July 19, 2021, 10:00 AM to 12:00 PM
Electronic cigarettes (e-cigarettes) are battery-powered devices that deliver nicotine through vapor, which is inhaled by users and known as vaping. E-cigarette use has increased rapidly among young adults, raising over 46% between 2013-2018 (Dai & Leventhal, 2019). Problematically, there is conflicting information regarding the risks of e-cigarettes. Some scholars argue that e-cigarettes are effective tools for assisting in the cessation of cigarette smoking (Du et al., 2020) while other research points to the numerous health harms associated with vaping (Glynn et al., 2021). Health campaigns have been effective at preventing youth and young adults from initiating tobacco use (Xuan & Choi, 2021; Zeller, 2020) and could serve as an inoculation against misinformation about the harms of vaping (Katz et a., 2020). However, further research is needed to better understand which sources young adults trust for e-cigarette information and which message themes are effective at preventing e-cigarette initiation.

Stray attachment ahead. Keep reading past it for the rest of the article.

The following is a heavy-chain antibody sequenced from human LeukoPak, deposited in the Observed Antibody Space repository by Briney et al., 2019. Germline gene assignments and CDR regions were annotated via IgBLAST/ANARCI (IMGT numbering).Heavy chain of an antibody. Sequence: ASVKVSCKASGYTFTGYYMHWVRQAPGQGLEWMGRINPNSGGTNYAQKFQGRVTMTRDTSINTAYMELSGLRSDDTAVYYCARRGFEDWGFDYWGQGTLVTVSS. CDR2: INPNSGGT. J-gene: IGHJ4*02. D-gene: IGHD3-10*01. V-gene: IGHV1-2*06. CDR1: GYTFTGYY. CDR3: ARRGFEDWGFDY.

An experimental survey design tested four message sources and four message themes with college students to determine perceived credibility, perceived message effectiveness, and which messages increased willingness to communicate about health, self-efficacy, and behavioral intentions to avoid e-cigarette use. Results showed that government and public health agencies’ health campaigns were viewed as credible sources. Further, the nicotine message theme was perceived as more credible when compared to the health, ingredients, and uncertainty themes. Practical implications for health campaign developers are discussed.